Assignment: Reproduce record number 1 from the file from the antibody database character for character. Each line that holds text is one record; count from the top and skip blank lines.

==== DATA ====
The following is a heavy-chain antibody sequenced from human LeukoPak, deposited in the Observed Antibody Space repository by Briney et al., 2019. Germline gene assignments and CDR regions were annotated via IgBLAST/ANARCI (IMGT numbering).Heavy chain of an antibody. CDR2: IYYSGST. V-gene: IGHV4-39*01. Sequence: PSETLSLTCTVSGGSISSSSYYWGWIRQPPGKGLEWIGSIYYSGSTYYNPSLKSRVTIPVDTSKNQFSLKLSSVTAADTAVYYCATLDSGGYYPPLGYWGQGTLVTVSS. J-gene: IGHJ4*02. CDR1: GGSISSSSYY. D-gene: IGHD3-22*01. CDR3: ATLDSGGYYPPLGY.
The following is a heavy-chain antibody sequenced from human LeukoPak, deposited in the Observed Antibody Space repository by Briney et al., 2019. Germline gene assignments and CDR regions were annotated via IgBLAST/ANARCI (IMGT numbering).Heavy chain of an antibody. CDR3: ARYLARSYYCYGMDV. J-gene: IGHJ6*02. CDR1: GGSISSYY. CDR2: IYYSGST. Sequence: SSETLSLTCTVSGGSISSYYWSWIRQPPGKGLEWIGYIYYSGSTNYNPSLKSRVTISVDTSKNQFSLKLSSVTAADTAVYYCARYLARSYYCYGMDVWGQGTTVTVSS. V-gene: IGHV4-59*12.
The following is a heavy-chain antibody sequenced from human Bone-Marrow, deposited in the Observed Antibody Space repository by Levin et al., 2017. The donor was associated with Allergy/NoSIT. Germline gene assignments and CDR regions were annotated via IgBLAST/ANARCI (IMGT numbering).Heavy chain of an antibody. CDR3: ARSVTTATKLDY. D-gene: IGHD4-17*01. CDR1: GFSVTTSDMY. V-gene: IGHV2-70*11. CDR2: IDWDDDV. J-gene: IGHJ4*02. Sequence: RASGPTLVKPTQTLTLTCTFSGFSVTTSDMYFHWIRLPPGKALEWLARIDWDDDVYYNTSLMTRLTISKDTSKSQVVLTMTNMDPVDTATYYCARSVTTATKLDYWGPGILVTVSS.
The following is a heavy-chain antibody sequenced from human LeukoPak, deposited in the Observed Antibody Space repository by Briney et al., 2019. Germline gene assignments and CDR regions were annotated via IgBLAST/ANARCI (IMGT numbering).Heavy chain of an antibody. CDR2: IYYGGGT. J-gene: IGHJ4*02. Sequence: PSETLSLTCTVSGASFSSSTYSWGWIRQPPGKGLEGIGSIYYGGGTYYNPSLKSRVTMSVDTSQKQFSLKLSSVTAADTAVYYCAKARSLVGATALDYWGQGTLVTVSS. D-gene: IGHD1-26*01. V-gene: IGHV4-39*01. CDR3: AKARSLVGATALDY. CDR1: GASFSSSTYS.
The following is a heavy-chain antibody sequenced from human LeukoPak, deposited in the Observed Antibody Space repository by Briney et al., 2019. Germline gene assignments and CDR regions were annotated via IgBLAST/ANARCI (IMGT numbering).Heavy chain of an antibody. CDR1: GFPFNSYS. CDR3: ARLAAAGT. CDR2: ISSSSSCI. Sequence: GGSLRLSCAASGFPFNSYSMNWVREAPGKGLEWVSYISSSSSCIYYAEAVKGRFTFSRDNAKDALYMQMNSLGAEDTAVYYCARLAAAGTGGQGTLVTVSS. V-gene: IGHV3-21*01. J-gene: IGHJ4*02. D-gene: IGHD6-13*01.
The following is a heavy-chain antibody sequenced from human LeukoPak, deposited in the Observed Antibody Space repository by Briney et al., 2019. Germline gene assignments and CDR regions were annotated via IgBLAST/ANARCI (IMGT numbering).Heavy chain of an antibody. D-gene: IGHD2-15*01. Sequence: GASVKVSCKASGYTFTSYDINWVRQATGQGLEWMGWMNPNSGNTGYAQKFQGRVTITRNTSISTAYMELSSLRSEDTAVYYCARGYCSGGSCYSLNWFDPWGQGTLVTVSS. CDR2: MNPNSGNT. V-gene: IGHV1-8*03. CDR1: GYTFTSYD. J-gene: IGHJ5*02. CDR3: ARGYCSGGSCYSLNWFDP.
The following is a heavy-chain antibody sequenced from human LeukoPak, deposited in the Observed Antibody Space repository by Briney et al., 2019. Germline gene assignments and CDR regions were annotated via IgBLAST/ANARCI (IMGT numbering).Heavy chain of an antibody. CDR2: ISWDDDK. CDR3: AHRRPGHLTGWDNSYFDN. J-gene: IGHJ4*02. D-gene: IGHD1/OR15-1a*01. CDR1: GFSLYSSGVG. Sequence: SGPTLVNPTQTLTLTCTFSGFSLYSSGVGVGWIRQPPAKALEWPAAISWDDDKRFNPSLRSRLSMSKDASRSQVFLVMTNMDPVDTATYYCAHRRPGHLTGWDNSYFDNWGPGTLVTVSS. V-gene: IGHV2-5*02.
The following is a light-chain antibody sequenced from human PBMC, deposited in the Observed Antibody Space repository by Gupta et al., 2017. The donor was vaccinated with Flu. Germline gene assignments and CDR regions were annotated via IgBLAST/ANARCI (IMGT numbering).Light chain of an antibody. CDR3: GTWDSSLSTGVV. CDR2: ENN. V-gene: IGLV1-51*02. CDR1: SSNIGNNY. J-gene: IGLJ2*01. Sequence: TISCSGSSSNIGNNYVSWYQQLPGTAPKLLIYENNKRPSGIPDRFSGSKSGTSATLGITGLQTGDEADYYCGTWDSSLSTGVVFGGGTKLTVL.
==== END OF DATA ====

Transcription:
The following is a heavy-chain antibody sequenced from human LeukoPak, deposited in the Observed Antibody Space repository by Briney et al., 2019. Germline gene assignments and CDR regions were annotated via IgBLAST/ANARCI (IMGT numbering).Heavy chain of an antibody. CDR2: IYYSGST. V-gene: IGHV4-39*01. Sequence: PSETLSLTCTVSGGSISSSSYYWGWIRQPPGKGLEWIGSIYYSGSTYYNPSLKSRVTIPVDTSKNQFSLKLSSVTAADTAVYYCATLDSGGYYPPLGYWGQGTLVTVSS. J-gene: IGHJ4*02. CDR1: GGSISSSSYY. D-gene: IGHD3-22*01. CDR3: ATLDSGGYYPPLGY.